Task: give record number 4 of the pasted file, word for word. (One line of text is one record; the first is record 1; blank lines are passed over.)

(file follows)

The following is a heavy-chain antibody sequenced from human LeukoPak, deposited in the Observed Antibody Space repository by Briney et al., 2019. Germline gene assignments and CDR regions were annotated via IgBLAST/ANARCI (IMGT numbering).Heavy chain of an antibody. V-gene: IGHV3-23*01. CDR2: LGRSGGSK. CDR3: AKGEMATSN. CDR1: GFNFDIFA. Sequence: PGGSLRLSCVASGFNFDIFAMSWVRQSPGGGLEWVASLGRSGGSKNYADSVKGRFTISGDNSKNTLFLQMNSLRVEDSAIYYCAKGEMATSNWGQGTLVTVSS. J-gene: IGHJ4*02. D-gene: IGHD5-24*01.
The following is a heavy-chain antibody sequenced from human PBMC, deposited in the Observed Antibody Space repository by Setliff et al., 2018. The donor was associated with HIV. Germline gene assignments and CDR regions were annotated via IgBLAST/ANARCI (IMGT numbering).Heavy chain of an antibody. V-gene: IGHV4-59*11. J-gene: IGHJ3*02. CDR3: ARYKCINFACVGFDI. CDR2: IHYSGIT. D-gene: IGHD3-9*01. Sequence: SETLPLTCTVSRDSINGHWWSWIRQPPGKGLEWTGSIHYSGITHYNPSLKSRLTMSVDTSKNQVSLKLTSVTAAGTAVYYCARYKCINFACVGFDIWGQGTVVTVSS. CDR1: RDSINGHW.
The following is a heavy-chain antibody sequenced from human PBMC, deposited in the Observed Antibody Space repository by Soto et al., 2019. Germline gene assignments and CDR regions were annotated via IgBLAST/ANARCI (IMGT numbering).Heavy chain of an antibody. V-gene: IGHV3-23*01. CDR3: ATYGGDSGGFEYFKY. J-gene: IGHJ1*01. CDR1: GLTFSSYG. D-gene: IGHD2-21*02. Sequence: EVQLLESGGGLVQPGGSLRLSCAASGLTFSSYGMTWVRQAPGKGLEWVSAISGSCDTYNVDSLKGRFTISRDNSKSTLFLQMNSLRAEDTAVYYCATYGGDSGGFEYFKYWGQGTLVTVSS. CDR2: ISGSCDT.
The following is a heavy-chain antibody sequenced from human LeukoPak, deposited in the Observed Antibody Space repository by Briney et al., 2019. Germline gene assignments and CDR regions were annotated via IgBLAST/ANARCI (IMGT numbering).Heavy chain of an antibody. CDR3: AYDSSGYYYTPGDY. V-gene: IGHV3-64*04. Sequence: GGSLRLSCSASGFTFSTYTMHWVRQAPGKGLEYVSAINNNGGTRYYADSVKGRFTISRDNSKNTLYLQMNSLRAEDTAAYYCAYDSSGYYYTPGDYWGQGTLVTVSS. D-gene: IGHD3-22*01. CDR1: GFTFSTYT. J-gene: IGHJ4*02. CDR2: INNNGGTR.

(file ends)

The following is a heavy-chain antibody sequenced from human LeukoPak, deposited in the Observed Antibody Space repository by Briney et al., 2019. Germline gene assignments and CDR regions were annotated via IgBLAST/ANARCI (IMGT numbering).Heavy chain of an antibody. CDR3: AYDSSGYYYTPGDY. V-gene: IGHV3-64*04. Sequence: GGSLRLSCSASGFTFSTYTMHWVRQAPGKGLEYVSAINNNGGTRYYADSVKGRFTISRDNSKNTLYLQMNSLRAEDTAAYYCAYDSSGYYYTPGDYWGQGTLVTVSS. D-gene: IGHD3-22*01. CDR1: GFTFSTYT. J-gene: IGHJ4*02. CDR2: INNNGGTR.